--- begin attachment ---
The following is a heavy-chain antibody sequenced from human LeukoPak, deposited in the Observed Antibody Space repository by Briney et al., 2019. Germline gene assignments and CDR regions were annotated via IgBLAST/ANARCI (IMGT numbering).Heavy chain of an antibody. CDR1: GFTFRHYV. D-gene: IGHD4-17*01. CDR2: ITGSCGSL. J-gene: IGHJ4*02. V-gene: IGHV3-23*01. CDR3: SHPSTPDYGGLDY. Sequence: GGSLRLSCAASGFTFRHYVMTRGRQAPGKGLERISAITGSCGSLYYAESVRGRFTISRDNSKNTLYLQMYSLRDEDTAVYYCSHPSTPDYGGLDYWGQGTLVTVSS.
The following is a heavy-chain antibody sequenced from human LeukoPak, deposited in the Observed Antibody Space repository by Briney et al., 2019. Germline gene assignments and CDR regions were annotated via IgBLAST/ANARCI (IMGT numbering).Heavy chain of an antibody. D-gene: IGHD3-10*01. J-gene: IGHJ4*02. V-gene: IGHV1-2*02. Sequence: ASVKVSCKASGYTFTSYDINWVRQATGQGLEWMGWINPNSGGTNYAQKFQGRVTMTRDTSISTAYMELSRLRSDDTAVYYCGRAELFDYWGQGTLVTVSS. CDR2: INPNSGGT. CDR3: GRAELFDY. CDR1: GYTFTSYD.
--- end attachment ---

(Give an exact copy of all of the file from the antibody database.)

The following is a heavy-chain antibody sequenced from human LeukoPak, deposited in the Observed Antibody Space repository by Briney et al., 2019. Germline gene assignments and CDR regions were annotated via IgBLAST/ANARCI (IMGT numbering).Heavy chain of an antibody. CDR1: GFTFRHYV. D-gene: IGHD4-17*01. CDR2: ITGSCGSL. J-gene: IGHJ4*02. V-gene: IGHV3-23*01. CDR3: SHPSTPDYGGLDY. Sequence: GGSLRLSCAASGFTFRHYVMTRGRQAPGKGLERISAITGSCGSLYYAESVRGRFTISRDNSKNTLYLQMYSLRDEDTAVYYCSHPSTPDYGGLDYWGQGTLVTVSS.
The following is a heavy-chain antibody sequenced from human LeukoPak, deposited in the Observed Antibody Space repository by Briney et al., 2019. Germline gene assignments and CDR regions were annotated via IgBLAST/ANARCI (IMGT numbering).Heavy chain of an antibody. D-gene: IGHD3-10*01. J-gene: IGHJ4*02. V-gene: IGHV1-2*02. Sequence: ASVKVSCKASGYTFTSYDINWVRQATGQGLEWMGWINPNSGGTNYAQKFQGRVTMTRDTSISTAYMELSRLRSDDTAVYYCGRAELFDYWGQGTLVTVSS. CDR2: INPNSGGT. CDR3: GRAELFDY. CDR1: GYTFTSYD.